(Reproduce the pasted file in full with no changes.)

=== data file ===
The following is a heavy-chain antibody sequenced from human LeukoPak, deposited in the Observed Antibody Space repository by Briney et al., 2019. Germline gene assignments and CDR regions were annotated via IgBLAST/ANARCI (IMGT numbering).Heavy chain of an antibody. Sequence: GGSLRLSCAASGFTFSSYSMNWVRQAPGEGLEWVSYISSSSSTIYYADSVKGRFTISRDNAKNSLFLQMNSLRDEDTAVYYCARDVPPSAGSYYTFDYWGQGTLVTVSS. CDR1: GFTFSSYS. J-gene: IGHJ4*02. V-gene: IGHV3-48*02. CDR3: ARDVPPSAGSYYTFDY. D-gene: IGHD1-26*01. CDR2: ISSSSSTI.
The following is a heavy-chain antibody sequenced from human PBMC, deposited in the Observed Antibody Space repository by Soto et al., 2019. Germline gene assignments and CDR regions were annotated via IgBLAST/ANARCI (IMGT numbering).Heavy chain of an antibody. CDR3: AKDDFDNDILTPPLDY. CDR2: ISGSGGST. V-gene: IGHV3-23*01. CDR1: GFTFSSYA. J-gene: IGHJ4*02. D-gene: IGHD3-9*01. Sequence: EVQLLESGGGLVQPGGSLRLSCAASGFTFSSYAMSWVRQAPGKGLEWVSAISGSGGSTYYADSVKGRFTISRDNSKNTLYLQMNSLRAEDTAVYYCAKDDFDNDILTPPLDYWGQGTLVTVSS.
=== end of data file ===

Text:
The following is a heavy-chain antibody sequenced from human LeukoPak, deposited in the Observed Antibody Space repository by Briney et al., 2019. Germline gene assignments and CDR regions were annotated via IgBLAST/ANARCI (IMGT numbering).Heavy chain of an antibody. Sequence: GGSLRLSCAASGFTFSSYSMNWVRQAPGEGLEWVSYISSSSSTIYYADSVKGRFTISRDNAKNSLFLQMNSLRDEDTAVYYCARDVPPSAGSYYTFDYWGQGTLVTVSS. CDR1: GFTFSSYS. J-gene: IGHJ4*02. V-gene: IGHV3-48*02. CDR3: ARDVPPSAGSYYTFDY. D-gene: IGHD1-26*01. CDR2: ISSSSSTI.
The following is a heavy-chain antibody sequenced from human PBMC, deposited in the Observed Antibody Space repository by Soto et al., 2019. Germline gene assignments and CDR regions were annotated via IgBLAST/ANARCI (IMGT numbering).Heavy chain of an antibody. CDR3: AKDDFDNDILTPPLDY. CDR2: ISGSGGST. V-gene: IGHV3-23*01. CDR1: GFTFSSYA. J-gene: IGHJ4*02. D-gene: IGHD3-9*01. Sequence: EVQLLESGGGLVQPGGSLRLSCAASGFTFSSYAMSWVRQAPGKGLEWVSAISGSGGSTYYADSVKGRFTISRDNSKNTLYLQMNSLRAEDTAVYYCAKDDFDNDILTPPLDYWGQGTLVTVSS.